The West has been at war with the Middle East for decades, if not quite a full century. It has been intensely interested in the region since shortly after oil was discovered in Persia in 1908. Since the British chopped up what was left of the Ottoman Empire after World War I in British and French “mandates.” (There was considerable Iraqi resistance to a United Nations mandate that seemed to them colonization by another name.) Since Henry Ford helped turn America into a automobile culture instead of public transportation society.

As America usurped Britain as the meddling superpower, it’s thirst for petroleum grew. Fortunately for the States, Arab kings were a pliable clan, and were happy to lease off concessions on oil production to Western firms, who began draining the huge pools of black gold beneath the desert sands. The Middle East has 56 percent of the world’s oil reserves and 40 percent of the world’s gas reserves. During the Cold War, the Middle East was a proving ground for the disparate ideologies East and West. Arab nationalism, embodied by Egypt’s Gamal Abdel Nasser, was ultimately defeated by the West’s model of enriching, arming and coddling desiccated Hashemite despots.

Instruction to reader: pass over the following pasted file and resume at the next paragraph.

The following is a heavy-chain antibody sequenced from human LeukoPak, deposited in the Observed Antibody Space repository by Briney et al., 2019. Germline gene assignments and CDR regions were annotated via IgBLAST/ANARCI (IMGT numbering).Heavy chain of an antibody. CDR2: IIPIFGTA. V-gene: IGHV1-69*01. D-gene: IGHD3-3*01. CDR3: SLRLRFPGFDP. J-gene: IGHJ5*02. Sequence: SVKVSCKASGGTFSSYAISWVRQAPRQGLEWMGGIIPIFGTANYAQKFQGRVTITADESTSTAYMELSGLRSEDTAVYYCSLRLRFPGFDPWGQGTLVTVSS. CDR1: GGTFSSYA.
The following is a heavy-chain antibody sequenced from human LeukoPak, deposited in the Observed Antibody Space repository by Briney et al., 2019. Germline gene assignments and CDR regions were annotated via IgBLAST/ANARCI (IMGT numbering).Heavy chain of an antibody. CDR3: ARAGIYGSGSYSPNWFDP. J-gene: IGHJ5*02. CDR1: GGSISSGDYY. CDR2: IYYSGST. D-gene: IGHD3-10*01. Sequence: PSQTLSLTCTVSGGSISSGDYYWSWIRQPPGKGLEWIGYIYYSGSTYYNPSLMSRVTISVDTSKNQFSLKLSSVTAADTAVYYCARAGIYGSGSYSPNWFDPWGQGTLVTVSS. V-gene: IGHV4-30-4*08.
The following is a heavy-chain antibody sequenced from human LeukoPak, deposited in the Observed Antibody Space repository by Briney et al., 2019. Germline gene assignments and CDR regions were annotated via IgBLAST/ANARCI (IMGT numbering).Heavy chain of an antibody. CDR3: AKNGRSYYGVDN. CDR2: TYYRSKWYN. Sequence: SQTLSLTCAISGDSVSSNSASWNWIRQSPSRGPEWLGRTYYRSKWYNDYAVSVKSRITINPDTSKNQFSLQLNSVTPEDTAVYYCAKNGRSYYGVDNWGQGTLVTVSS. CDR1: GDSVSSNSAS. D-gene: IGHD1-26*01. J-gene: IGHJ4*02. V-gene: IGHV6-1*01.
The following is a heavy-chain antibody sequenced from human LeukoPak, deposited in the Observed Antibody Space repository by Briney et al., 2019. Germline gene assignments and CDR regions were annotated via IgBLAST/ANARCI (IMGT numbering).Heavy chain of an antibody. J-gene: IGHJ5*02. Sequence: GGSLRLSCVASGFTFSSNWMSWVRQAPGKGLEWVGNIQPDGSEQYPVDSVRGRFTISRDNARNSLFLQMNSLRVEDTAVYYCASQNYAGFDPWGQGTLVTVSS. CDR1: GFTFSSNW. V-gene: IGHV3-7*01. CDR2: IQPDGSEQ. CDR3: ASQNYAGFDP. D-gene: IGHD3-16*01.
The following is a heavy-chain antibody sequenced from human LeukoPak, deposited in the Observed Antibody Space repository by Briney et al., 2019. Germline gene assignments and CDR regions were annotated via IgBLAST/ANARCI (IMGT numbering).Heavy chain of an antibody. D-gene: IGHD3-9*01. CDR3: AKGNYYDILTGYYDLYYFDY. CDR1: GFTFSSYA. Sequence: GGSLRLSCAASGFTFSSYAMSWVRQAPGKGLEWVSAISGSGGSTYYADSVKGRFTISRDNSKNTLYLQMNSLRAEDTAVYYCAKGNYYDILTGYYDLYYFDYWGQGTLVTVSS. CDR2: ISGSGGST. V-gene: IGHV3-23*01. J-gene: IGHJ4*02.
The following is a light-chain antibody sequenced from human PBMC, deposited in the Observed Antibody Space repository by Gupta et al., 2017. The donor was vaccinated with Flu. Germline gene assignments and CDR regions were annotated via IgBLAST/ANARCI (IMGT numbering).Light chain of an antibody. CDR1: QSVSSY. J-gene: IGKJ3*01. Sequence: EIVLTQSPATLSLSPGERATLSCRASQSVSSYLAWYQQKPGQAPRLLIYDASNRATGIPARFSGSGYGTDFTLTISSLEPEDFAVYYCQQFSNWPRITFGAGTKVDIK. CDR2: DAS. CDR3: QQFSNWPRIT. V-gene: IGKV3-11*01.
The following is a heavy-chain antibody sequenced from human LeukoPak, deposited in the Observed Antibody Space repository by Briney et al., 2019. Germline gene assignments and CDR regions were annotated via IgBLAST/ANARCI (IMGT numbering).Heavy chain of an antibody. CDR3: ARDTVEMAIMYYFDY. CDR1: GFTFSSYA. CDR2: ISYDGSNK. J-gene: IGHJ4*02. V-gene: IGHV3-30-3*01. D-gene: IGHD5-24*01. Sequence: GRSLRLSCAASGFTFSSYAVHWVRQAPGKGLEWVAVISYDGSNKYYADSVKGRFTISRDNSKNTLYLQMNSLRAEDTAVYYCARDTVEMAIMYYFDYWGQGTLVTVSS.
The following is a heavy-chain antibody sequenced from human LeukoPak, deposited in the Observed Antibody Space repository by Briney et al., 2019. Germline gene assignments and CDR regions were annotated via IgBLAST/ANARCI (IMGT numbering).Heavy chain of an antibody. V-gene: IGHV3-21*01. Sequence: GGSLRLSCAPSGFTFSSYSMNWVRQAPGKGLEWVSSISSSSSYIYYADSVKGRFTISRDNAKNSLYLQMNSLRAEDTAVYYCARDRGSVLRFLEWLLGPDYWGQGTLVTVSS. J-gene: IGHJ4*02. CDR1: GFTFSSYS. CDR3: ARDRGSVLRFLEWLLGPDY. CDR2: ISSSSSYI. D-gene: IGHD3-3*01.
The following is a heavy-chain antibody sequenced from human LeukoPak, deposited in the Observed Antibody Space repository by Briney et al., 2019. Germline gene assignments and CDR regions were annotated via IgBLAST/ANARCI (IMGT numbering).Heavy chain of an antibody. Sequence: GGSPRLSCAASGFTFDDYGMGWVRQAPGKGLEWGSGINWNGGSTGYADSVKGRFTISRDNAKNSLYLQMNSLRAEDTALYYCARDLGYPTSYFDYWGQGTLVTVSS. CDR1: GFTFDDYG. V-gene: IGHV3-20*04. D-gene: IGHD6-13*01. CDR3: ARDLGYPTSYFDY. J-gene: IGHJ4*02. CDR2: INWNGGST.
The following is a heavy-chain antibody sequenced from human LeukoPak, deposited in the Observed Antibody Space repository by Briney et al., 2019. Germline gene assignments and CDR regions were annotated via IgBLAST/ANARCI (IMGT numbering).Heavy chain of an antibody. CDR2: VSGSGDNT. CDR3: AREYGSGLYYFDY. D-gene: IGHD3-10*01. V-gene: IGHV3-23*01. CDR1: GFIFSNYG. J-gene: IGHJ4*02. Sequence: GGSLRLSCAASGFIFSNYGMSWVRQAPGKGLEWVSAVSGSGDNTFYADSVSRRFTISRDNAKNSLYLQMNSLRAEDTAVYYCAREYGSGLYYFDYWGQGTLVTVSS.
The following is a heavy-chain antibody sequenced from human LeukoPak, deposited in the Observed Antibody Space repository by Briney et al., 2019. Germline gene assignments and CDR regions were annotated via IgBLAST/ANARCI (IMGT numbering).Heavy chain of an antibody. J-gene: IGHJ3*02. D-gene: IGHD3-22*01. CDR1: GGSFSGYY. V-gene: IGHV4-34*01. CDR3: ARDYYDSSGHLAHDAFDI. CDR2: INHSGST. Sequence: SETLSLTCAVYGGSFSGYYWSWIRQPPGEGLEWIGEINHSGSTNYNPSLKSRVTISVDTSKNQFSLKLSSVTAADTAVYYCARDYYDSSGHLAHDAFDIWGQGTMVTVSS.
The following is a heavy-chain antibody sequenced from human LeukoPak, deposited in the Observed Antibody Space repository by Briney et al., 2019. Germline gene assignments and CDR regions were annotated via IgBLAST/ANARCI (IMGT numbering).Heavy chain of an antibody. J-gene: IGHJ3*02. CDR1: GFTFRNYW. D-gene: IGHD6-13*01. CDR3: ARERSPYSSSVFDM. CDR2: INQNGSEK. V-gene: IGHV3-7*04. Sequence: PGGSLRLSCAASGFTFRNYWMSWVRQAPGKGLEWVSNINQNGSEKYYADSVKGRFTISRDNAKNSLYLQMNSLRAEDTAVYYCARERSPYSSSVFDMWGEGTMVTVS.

But forget ancient history. Let’s just look at recent history.

Author and Islam critic extraordinaire Sam Harris suggests that Islam is the ne plus ultra of religious radicalizers. But what radicalizes far more easily than byzantine monotheism is unprovoked violence. A man whose family is droned out of existence by a missile from beyond the clouds doesn’t need religion to make him thirst for vengeance. However, religion may often be the ideological vehicle by which a sense of injustice, legitimate or not, is sublimated into a coherent worldview. By which an eye-for-an-eye attitude is consecrated.